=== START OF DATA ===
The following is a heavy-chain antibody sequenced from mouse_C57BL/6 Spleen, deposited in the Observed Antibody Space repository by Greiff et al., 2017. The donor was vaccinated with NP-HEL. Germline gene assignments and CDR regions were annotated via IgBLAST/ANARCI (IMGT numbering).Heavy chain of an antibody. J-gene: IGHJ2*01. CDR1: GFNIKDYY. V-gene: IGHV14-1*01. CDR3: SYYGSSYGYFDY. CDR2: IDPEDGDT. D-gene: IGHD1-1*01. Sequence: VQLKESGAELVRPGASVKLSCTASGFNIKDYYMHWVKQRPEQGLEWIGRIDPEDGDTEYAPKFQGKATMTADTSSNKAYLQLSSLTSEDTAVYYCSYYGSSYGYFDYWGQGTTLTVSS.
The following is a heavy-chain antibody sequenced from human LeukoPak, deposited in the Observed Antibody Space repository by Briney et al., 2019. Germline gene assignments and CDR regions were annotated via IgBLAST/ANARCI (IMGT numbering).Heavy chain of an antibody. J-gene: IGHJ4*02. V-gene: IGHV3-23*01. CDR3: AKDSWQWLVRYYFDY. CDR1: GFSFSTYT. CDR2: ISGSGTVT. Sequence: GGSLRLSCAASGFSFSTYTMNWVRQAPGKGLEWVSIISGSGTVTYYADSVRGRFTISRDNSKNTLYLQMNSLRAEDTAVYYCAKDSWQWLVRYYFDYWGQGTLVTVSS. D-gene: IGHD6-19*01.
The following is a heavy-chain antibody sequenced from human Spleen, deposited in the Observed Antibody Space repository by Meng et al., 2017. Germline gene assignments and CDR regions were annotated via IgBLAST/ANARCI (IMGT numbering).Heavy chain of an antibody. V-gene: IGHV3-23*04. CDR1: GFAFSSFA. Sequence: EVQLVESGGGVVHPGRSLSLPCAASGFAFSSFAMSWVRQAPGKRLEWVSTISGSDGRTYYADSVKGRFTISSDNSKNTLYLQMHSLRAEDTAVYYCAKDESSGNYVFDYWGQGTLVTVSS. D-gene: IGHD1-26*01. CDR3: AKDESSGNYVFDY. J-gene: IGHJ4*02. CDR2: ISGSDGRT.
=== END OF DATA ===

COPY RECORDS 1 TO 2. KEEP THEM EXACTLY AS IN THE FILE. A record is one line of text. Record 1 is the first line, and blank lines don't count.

The following is a heavy-chain antibody sequenced from mouse_C57BL/6 Spleen, deposited in the Observed Antibody Space repository by Greiff et al., 2017. The donor was vaccinated with NP-HEL. Germline gene assignments and CDR regions were annotated via IgBLAST/ANARCI (IMGT numbering).Heavy chain of an antibody. J-gene: IGHJ2*01. CDR1: GFNIKDYY. V-gene: IGHV14-1*01. CDR3: SYYGSSYGYFDY. CDR2: IDPEDGDT. D-gene: IGHD1-1*01. Sequence: VQLKESGAELVRPGASVKLSCTASGFNIKDYYMHWVKQRPEQGLEWIGRIDPEDGDTEYAPKFQGKATMTADTSSNKAYLQLSSLTSEDTAVYYCSYYGSSYGYFDYWGQGTTLTVSS.
The following is a heavy-chain antibody sequenced from human LeukoPak, deposited in the Observed Antibody Space repository by Briney et al., 2019. Germline gene assignments and CDR regions were annotated via IgBLAST/ANARCI (IMGT numbering).Heavy chain of an antibody. J-gene: IGHJ4*02. V-gene: IGHV3-23*01. CDR3: AKDSWQWLVRYYFDY. CDR1: GFSFSTYT. CDR2: ISGSGTVT. Sequence: GGSLRLSCAASGFSFSTYTMNWVRQAPGKGLEWVSIISGSGTVTYYADSVRGRFTISRDNSKNTLYLQMNSLRAEDTAVYYCAKDSWQWLVRYYFDYWGQGTLVTVSS. D-gene: IGHD6-19*01.